The share price action after admission was just bonkers, with the stock peaking at a whopping £2 a share during 2005 – online gaming was certainly in vogue, but a market cap of £114 million for a company with just a gaming license application and less than £3 million in cash as its total assets? Benjamin Graham’s Mr Market had certainly been overdosing on the happy pills!
Gravity started to assert itself when the shares collapsed to around 65p: FY05 numbers showed net assets of just 4p per share, with the company having sent almost £1 million of the £3 million raised at IPO to money heaven – and still no operational gaming license. By the time of the 2006 interims (released that September) there was still no operational gaming license, cash was down to £1.5 million and the online gaming bubble had been pricked by regulatory issues, raising serious concerns as to industry viability.
Finally in April 2007 something happened: a deal was done whereby the company’s Sportswinbet brand would be used for a trial period by a Philippines based company operating under a gambling and online betting license issued by the Cagayan Economic Zone Authority. That company was called Kolarmy Technology Inc - the very same name as the company at the centre of PCG’s disastrous RNS last week). PCG also told us in its AIM readmission document (when the RTO under which the business was bought, and which Kolarmy was the majority owner of ahead of the deal) that Kolarmy was owned and controlled by Mr Heng Jui Lin, the brother of PCG’s then chairman, Kung Min Lin.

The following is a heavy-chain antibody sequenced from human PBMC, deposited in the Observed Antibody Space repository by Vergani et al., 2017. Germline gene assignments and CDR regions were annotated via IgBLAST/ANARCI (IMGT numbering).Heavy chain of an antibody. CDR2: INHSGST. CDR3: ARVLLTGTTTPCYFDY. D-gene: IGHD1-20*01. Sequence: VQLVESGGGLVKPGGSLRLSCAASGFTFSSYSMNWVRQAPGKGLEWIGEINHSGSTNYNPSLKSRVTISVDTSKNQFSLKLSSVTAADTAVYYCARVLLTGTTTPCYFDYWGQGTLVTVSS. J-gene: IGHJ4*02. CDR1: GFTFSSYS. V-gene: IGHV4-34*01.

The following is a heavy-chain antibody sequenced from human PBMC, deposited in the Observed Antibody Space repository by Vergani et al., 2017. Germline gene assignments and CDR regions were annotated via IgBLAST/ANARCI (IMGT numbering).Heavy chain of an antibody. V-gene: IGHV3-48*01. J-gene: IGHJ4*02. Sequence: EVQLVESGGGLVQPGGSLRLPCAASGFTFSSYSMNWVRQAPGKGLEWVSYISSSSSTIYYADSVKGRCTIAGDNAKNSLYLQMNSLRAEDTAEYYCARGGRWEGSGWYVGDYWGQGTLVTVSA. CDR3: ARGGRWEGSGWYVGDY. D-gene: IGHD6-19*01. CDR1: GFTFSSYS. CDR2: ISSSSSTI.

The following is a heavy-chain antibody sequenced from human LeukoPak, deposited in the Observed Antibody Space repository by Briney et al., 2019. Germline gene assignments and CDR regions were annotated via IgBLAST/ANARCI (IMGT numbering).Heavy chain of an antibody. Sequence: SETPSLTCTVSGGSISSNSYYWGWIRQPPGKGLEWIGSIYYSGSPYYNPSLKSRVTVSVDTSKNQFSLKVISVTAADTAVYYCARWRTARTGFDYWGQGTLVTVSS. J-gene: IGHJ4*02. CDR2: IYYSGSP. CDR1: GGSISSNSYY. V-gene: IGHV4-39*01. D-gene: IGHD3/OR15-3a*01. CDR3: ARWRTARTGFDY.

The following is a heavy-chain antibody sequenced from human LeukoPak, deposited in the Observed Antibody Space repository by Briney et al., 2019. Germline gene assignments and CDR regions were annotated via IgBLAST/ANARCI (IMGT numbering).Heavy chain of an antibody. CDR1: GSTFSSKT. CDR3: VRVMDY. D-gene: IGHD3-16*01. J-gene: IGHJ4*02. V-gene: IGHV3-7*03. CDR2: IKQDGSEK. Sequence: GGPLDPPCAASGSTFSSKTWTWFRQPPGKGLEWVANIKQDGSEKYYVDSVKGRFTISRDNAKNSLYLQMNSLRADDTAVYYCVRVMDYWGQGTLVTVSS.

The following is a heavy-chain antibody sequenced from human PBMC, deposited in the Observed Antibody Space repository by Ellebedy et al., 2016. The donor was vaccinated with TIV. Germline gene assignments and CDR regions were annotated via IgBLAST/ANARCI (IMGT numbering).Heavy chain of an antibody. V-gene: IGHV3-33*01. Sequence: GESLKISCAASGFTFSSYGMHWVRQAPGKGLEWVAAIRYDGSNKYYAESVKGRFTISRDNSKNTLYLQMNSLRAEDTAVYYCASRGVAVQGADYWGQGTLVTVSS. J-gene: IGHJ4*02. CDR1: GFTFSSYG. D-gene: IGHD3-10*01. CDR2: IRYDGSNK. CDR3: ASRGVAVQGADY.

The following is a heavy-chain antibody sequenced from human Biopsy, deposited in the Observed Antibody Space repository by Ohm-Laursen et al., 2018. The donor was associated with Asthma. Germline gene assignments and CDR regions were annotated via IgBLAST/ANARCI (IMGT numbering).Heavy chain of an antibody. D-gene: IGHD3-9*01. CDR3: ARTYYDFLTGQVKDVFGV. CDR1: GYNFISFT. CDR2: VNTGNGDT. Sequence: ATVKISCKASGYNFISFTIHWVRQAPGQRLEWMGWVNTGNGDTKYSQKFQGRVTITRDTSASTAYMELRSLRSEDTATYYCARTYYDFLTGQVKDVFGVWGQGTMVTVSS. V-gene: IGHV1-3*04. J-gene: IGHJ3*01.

The Sportswinbet/Kolarmy trial apparently did well enough initially, but a number of technical and structural issues saw it suspended. By the end of 2007 Sportswinbet shares had crashed to less than 15p. Undaunted, the company later announced that these technical issues were, apparently, resolved and late in 2008 a new trial commenced, with the company updating in Jan 2009 that it had performed well and that the platform was to be expanded.